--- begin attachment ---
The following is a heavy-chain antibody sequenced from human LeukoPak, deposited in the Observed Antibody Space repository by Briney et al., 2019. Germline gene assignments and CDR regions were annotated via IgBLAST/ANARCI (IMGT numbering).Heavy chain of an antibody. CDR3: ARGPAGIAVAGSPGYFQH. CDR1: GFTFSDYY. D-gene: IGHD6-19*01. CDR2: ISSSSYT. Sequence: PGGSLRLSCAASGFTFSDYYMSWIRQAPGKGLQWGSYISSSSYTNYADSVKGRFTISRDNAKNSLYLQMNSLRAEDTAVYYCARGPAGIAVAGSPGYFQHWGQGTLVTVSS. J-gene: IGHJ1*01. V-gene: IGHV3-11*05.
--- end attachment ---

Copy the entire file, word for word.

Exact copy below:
The following is a heavy-chain antibody sequenced from human LeukoPak, deposited in the Observed Antibody Space repository by Briney et al., 2019. Germline gene assignments and CDR regions were annotated via IgBLAST/ANARCI (IMGT numbering).Heavy chain of an antibody. CDR3: ARGPAGIAVAGSPGYFQH. CDR1: GFTFSDYY. D-gene: IGHD6-19*01. CDR2: ISSSSYT. Sequence: PGGSLRLSCAASGFTFSDYYMSWIRQAPGKGLQWGSYISSSSYTNYADSVKGRFTISRDNAKNSLYLQMNSLRAEDTAVYYCARGPAGIAVAGSPGYFQHWGQGTLVTVSS. J-gene: IGHJ1*01. V-gene: IGHV3-11*05.